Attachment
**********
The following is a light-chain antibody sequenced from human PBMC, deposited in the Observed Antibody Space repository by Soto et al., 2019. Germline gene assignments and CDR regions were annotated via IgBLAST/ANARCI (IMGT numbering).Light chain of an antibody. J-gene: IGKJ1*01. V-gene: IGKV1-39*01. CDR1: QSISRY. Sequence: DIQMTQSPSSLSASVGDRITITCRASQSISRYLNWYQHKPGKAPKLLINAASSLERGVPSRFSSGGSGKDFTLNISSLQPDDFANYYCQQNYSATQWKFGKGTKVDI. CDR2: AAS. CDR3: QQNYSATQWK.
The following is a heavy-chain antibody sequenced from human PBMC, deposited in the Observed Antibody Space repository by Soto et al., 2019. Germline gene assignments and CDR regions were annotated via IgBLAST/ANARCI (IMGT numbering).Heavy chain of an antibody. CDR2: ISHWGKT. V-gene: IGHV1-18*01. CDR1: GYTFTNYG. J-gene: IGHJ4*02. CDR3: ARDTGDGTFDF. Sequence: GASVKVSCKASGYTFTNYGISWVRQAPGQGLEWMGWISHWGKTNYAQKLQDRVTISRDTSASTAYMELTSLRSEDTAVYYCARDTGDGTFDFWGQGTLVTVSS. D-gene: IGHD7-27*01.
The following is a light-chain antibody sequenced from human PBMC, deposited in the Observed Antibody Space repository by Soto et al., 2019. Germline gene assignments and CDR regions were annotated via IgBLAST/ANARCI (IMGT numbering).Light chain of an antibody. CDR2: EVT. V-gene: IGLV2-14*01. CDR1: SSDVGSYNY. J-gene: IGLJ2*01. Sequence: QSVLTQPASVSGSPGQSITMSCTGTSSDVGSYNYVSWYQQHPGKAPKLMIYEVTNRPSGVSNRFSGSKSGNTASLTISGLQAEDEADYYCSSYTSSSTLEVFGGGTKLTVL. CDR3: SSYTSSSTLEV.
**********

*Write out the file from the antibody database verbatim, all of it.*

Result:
The following is a light-chain antibody sequenced from human PBMC, deposited in the Observed Antibody Space repository by Soto et al., 2019. Germline gene assignments and CDR regions were annotated via IgBLAST/ANARCI (IMGT numbering).Light chain of an antibody. J-gene: IGKJ1*01. V-gene: IGKV1-39*01. CDR1: QSISRY. Sequence: DIQMTQSPSSLSASVGDRITITCRASQSISRYLNWYQHKPGKAPKLLINAASSLERGVPSRFSSGGSGKDFTLNISSLQPDDFANYYCQQNYSATQWKFGKGTKVDI. CDR2: AAS. CDR3: QQNYSATQWK.
The following is a heavy-chain antibody sequenced from human PBMC, deposited in the Observed Antibody Space repository by Soto et al., 2019. Germline gene assignments and CDR regions were annotated via IgBLAST/ANARCI (IMGT numbering).Heavy chain of an antibody. CDR2: ISHWGKT. V-gene: IGHV1-18*01. CDR1: GYTFTNYG. J-gene: IGHJ4*02. CDR3: ARDTGDGTFDF. Sequence: GASVKVSCKASGYTFTNYGISWVRQAPGQGLEWMGWISHWGKTNYAQKLQDRVTISRDTSASTAYMELTSLRSEDTAVYYCARDTGDGTFDFWGQGTLVTVSS. D-gene: IGHD7-27*01.
The following is a light-chain antibody sequenced from human PBMC, deposited in the Observed Antibody Space repository by Soto et al., 2019. Germline gene assignments and CDR regions were annotated via IgBLAST/ANARCI (IMGT numbering).Light chain of an antibody. CDR2: EVT. V-gene: IGLV2-14*01. CDR1: SSDVGSYNY. J-gene: IGLJ2*01. Sequence: QSVLTQPASVSGSPGQSITMSCTGTSSDVGSYNYVSWYQQHPGKAPKLMIYEVTNRPSGVSNRFSGSKSGNTASLTISGLQAEDEADYYCSSYTSSSTLEVFGGGTKLTVL. CDR3: SSYTSSSTLEV.